World Food Day: quinoa and hope of food security in marginal environments
World Food Day, which is celebrated on October 16 as the founding date of the United Nations Food and Agriculture Organization (FAO), is a global movement to end hunger. Food insecurity, which an estimated 795 million people worldwide experience, poses a risk to health, life potential, and even regional stability. In addition to a celebration, World Food Day also provides a platform for discussion around the causes and solutions of food insecurity. One such contributing factor includes the strains placed on agriculture by a combination of changing weather patterns, growing populations, and increased urbanization. The growing concern over climate change makes the 2016 theme for World Food Day, “Climate is changing. Food and agriculture must too,” especially timely.
The Middle East and North Africa (MENA) region has been particularly affected by these issues. The region has experienced an especially high population growth and rate of urbanization, with about half of the region’s population living in cities. Farming in the region faces constraints from changing demographics as well as lack of arable land, limited rainfall, high temperatures, and soil salinity, all of which will be exacerbated by climate change. According to the United Nations Intergovernmental Panel on Climate Change (IPCC), the MENA region is expected to become hotter and drier. By 2025, an estimated 80 million to 100 million people will be exposed to water stress, a condition where water demand exceeds its availability.
One solution to these growing problems faced by the MENA region could be found in quinoa, a small grain-like crop. Globally, the food is having something of a moment. Worldwide, the production of quinoa has risen steadily. In 2014 over 192,000 tonnes of the grain were produced. While the United States is the main importer of the crop, other developed countries have also taken notice of the food, including Canada and France, the second and third highest importers of the crop respectively. The grain was even given its own year when 2013 was declared the International Year of Quinoa by the FAO.
The health benefits of the food have made it a staple for hip restaurants and upscale grocery boutiques around the world. Labeled a superfood, quinoa is high in protein, fiber, and contains lysine, an essential amino acid for tissue growth and repair. For these reasons, and for quinoa’s highly adaptable nature, it is also gaining the attention of the agricultural development community. Quinoa can thrive in a variety of temperatures, altitudes, and moisture levels, making it especially ideal for arid regions of the world. For these regions, learning to cultivate and rely on new varieties of grains, outside of major cereal crops such as wheat, rice, barley, and corn, is growing increasingly important in light of climate change and food insecurity.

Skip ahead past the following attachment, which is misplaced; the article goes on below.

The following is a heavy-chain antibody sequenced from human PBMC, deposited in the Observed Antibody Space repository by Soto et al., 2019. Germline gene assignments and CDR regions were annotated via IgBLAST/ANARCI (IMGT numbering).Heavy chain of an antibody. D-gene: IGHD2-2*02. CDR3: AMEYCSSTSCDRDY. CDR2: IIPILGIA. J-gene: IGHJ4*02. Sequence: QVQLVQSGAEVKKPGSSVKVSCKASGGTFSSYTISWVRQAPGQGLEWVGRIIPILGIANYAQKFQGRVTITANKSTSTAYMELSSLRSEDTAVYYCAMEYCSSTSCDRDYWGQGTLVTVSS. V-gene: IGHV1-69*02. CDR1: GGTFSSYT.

Quinoa cultivation is not, however, without its challenges. The ancient crop, which originated in the Andean region of South America and is believed to have been domesticated between 3,000 and 4,000 years ago, has not been widely cultivated outside of its indigenous environment. Not only is there limited knowledge of how to cultivate and manage the crop outside of the Andes, there is a lack in awareness of the grain’s nutritional benefits and channels for farmers to sell the product.
Dr. Nanduri K. Rao, a plant genetic resources scientist, explains that there are challenges ahead for the widespread adoption of quinoa, saying “we still have to overcome the constraints and issues for its successful introduction and scaling-up in the new and non-traditional growing environments.”
Researchers, however, are working to both cultivate the crop and make it a viable food option for people in the MENA and other regions. Since 2007, the International Center for Biosaline Agriculture (ICBA), in collaboration with other research and donor organizations, and governments, has led a global quinoa program, carrying out research activities in the MENA and Central Asian regions. Along with its partners, ICBA has worked to identify high-yielding varieties that are both salt- and heat-tolerant, with four already ready for adoption and cultivation. ICBA is also working to create dialogue around the issues associated with the widespread cultivation of the crop.
As part of this effort to raise more awareness, ICBA is organizing an international conference titled “Quinoa for Future Food and Nutrition Security in Marginal Environments” in collaboration with the Ministry of Climate Change and Environment of the United Arab Emirates, FAO, Zayed University, the Islamic Development Bank and the Arab Bank for Economic Development in Africa. The conference, scheduled for December 6-8, 2016, in Dubai, UAE, seeks to provide a platform that will allow discussion around the crop’s potential for sustainable agricultural production in marginal environments.
It is hoped that the conference will give a renewed impetus to quinoa research and development and contribute to finding better solutions to food insecurity and other challenges facing marginal environments around the world.